Emy was 60 years old when she noticed her double vision. Her ophthalmologist referred her to an Eye Surgeon in Sydney. The specialist organised a CT scan to be done. An MRI was also organised. They found a benign tumour in her pituitary gland. However, it wasn’t the reason for her double vision. She had a delicate operation to remove the benign tumour at the Alfred Hospital in Melbourne in Oct 2019.

Emy’s diagnostic journey continued. She went to see her neurologist at Liverpool Hospital, NSW, regarding her double vision. She was finally referred to the Genetic Clinic in Liverpool Hospital where they did genetic testing. In May 2018, five years after noticing her double vison, Emy was officially diagnosed with a type of mito called Chronic Progressive External Ophthalmoplegia (CPEO). CPEO is characterised by a loss of muscle function in the eye and eyelid but the whole body may experience a variety of symptoms.

Emy smiling

When she received her mito diagnosis, Emy felt a range of emotions: shocked, numbness, worried, sad, angry and, hopeful. With this new information she realised that she’d been experiencing mito symptoms, such as Restless Legs and Peripheral Neuropathy, since she was 41.

Nowadays, Emy is generally upbeat and positive when it comes to her CPEO. She says she is filled with willpower to fight her condition and believes that staying active is key to her wellbeing. Emy loves to dance and enjoys Pilates and walking. But she worries that her Mito may progress if she’s unable to stay active.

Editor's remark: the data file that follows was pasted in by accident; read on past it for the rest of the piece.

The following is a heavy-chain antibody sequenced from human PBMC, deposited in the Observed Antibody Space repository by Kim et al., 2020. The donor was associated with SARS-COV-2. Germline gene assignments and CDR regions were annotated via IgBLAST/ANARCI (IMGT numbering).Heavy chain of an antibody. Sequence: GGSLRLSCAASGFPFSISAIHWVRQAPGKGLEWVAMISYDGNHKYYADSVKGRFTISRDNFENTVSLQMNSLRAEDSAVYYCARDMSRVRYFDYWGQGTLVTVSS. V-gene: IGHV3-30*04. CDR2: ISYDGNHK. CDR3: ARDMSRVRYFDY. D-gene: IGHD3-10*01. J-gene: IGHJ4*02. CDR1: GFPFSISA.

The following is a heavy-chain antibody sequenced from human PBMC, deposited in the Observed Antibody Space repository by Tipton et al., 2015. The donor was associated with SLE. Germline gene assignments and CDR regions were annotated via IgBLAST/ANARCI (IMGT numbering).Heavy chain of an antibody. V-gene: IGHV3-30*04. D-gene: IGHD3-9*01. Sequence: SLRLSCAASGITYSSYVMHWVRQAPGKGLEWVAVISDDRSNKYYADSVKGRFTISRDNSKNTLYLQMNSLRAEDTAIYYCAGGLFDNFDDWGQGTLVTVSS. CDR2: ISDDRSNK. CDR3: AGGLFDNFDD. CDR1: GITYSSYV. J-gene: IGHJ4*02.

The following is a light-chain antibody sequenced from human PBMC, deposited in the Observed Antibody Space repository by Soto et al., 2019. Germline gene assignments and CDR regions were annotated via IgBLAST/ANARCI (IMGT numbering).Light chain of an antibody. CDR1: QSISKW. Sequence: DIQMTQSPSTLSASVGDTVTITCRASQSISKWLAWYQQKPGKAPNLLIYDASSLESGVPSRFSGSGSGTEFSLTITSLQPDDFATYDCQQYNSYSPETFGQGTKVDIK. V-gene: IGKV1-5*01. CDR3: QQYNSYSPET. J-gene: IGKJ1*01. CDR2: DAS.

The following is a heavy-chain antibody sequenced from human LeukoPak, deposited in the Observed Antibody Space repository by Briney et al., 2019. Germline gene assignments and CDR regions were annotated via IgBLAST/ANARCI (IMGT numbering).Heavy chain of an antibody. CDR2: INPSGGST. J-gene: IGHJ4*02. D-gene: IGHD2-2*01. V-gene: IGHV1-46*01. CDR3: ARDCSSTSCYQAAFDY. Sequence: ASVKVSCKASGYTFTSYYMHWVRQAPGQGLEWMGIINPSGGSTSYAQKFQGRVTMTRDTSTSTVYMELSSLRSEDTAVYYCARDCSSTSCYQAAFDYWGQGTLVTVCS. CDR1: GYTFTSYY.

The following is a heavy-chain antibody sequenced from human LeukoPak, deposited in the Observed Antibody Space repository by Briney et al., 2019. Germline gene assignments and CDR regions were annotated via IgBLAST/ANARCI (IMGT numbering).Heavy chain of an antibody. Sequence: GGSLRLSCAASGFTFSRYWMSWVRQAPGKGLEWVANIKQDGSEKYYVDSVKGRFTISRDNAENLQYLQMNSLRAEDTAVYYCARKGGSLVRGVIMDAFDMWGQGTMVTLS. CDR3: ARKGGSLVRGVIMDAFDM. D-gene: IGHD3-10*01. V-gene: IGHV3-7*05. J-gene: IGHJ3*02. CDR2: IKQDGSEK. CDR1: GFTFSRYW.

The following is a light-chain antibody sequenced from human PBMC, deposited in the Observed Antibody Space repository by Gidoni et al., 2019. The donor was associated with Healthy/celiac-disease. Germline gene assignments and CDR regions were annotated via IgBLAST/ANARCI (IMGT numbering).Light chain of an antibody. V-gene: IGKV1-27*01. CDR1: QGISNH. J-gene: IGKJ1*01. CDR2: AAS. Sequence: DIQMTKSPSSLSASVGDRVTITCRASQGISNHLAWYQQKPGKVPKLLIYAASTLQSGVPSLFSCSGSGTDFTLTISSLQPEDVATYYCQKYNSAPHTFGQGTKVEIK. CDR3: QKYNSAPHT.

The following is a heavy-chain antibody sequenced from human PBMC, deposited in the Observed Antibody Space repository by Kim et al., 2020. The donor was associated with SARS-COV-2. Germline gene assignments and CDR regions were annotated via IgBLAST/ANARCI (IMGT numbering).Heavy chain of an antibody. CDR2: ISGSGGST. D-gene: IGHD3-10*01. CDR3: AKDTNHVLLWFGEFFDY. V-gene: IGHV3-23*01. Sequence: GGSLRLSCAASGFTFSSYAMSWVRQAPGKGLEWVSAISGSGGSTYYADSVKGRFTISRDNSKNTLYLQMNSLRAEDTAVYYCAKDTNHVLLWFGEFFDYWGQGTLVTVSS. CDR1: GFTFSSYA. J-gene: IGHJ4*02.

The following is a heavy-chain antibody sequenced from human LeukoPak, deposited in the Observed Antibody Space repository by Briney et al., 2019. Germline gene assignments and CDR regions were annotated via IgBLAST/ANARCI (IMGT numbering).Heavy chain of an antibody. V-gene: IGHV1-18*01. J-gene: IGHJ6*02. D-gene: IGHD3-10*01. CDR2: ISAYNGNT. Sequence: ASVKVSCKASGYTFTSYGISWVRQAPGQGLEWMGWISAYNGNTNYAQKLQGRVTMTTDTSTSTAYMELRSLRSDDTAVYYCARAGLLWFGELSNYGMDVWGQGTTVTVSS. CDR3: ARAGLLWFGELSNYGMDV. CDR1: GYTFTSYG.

Emy only sees her neurologist once a year and doesn’t have any other regular mito specialists. She doesn’t feel like this is enough to manage and monitor her mito. Emy doesn’t currently take any medication for her mito but has found some pain relief through weekly massages funded by her My Aged Care plan.

Emy and her husband also receive support through My Aged Care for a cleaner and assistance cooking meals. Emy says this a great help as meal prep takes a lot of her energy. Unfortunately, there have been some changes at My Aged Care and Emy must now spend a lot of time following-up for her supports. The added stress of this is affecting her health.

Emy says it can be isolating to battle mito as an adult and it can be particularly challenging when her mito flares up. She and her husband care for each other but they don’t have any other family nearby. Emy worries what will happen to her if her husband passes away before her. She fears the isolation and loneliness of being by herself.

Emy has been active in the mito community and made connections with other members through Facebook. She prefers face-to-face events and has enjoyed attending Mito Foundation’s in-person Mito Meet-ups in the past. She’s now very active online and enjoys volunteering her skills for causes she’s passionate about.

Her advice for other adults with mito is to:

“Keep yourself busy!

For me, brain power is so important because it gives me motivation and the will to get up and be productive. The charity work I do now, gives me a lot of enjoyment, pleasure and happiness! I don’t have time to feel sorry for myself. I don’t think about my mito symptoms. I feel alive! I get up as early as 8am because I am excited about my work.

My brain is active during the day which helps me get a good night’s sleep. I am very happy and contented.”

— Emy

May 2023